An 8.6 months year old Embraer ERJ 170 jet with serial number 17000319 currently bearing registration code N735A lies in store and unused at UK aviation company waiting for Air Botswana to take it home, BusinessPost has established. Fresh information is that this airmachine which is currently owned by UK leading professional aircraft registration company, Southern Aircraft Consultancy, is expected to descend upon Botswana in June this year.
Recently Minister of Transport and Communications Dorcas Makgato also confirmed that government has approached the funding facility of Public Service Debt Fund (PSDF) for acquiring of two jets and the first one has arrived in last day of 2018. The PSDF loan, according to the minister, is P230 million payable over a period of seven years at an interest of 5 percent for the two jets. Before the minister released a hint, there have been sketchy details on the two aircrafts; how they were paid for and whether one or two were acquired.
BusinessPost has established the kind of the second jet which is coming to Air Botswana shores in a space of two months. The aircraft which was manufactured in 2010,m the Brazilian plane maker Embraer is currently stored at the Southern Aircraft Consultancy like her fellow sister Embraer ERJ170 (c/n 17000318), A2-ABM, formerly registered N734A which was delivered on the New Year’s Eve of 2018. The two aircrafts were both kept on the storeroom before the other was delivered to Botswana.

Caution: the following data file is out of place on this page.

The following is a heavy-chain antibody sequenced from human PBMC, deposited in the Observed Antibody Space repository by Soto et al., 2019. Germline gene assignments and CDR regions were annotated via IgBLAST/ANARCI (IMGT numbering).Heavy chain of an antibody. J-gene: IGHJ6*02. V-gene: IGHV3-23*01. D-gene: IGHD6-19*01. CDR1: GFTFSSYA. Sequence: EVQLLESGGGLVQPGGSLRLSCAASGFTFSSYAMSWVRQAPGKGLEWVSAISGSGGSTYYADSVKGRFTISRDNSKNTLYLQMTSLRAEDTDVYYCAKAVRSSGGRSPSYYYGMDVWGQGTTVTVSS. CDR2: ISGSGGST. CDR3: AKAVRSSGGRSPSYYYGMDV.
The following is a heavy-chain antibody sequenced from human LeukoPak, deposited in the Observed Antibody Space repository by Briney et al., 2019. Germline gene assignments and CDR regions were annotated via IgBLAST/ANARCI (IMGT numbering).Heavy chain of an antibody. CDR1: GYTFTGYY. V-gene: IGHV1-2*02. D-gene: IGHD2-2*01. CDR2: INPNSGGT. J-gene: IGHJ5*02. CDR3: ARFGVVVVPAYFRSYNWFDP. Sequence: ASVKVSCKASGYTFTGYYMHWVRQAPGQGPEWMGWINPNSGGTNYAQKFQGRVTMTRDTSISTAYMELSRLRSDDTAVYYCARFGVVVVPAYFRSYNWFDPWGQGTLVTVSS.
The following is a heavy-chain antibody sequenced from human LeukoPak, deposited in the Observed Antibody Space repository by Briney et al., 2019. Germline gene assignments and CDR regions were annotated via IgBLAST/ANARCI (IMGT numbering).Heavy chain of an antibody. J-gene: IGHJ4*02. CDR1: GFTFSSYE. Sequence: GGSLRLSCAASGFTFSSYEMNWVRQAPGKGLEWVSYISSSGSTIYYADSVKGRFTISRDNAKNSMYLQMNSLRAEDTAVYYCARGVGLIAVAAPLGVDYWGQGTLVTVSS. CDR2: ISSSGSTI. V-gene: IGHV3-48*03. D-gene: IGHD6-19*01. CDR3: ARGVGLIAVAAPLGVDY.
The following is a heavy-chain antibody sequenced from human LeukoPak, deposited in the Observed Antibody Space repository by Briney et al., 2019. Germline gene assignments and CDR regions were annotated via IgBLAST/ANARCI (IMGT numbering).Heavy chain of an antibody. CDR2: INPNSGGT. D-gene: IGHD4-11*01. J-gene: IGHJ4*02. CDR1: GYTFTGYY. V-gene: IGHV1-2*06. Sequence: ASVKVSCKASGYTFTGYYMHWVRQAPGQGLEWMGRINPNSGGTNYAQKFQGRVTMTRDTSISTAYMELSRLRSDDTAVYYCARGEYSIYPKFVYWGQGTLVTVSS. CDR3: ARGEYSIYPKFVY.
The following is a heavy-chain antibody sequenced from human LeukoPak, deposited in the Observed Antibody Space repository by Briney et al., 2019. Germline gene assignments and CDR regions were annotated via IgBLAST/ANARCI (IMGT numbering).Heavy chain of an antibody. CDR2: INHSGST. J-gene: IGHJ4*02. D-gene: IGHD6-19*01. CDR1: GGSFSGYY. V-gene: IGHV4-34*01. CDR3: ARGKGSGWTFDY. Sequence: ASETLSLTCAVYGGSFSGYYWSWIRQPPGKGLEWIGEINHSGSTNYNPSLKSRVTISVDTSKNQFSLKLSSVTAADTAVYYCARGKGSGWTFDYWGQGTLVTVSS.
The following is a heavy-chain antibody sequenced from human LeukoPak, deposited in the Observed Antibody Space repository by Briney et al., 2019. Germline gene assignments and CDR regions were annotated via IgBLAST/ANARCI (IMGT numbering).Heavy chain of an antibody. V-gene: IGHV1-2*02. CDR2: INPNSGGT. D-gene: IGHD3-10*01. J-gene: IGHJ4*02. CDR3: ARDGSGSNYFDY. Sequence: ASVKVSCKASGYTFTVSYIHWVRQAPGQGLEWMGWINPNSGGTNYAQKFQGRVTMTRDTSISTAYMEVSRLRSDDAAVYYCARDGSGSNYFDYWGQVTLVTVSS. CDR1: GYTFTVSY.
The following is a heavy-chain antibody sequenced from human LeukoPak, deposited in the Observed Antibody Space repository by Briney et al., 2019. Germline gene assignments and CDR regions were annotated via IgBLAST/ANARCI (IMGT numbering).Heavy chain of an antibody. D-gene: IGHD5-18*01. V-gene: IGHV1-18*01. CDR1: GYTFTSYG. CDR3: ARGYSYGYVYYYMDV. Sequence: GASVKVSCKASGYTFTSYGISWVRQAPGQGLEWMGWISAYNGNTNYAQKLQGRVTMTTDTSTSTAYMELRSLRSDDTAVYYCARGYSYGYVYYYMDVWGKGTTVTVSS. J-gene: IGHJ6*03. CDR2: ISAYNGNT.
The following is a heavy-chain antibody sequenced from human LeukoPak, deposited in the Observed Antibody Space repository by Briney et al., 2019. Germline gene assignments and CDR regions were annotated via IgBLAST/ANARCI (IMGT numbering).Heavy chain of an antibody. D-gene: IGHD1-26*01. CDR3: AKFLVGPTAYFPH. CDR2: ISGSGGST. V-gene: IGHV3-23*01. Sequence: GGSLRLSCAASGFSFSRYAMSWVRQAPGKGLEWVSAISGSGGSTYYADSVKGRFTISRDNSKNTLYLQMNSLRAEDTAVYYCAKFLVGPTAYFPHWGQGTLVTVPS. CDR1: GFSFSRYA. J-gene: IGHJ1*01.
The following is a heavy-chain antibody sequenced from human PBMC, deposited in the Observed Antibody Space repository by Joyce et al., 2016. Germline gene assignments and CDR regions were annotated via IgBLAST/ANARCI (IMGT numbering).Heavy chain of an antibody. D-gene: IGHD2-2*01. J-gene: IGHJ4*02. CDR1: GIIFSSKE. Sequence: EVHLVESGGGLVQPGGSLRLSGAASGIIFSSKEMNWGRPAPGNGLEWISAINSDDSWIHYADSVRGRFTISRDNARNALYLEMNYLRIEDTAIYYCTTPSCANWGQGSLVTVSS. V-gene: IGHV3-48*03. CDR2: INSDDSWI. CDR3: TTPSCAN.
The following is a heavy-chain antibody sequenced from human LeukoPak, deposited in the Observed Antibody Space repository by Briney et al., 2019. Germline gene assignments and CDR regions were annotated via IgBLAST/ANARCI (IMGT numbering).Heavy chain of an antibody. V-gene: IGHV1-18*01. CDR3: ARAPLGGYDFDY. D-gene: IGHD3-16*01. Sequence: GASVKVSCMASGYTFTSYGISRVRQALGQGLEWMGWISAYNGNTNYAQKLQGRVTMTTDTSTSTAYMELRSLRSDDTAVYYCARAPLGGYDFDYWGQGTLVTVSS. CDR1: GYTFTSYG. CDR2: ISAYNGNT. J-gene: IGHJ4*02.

This publication understands that before being delivered to UK the coming Embraer jet was formerly part of the three jets (including the one that is already in Botswana) owned by Saudi Arabia’s state owned oil company Saudi Aramco. Unconfirmed reports are that both jets were part of the aircraft sales bribery matter that rocked the Asian country. They are alleged to have been part of the three jets bought from Brazilian aircraft maker Embraer SA by Saudi Aramaco linked to a huge scandal where a former executive of Embraer pleaded guilty in October 2016 to USA charges that he arranged a bribe to an employee of the Saudi company.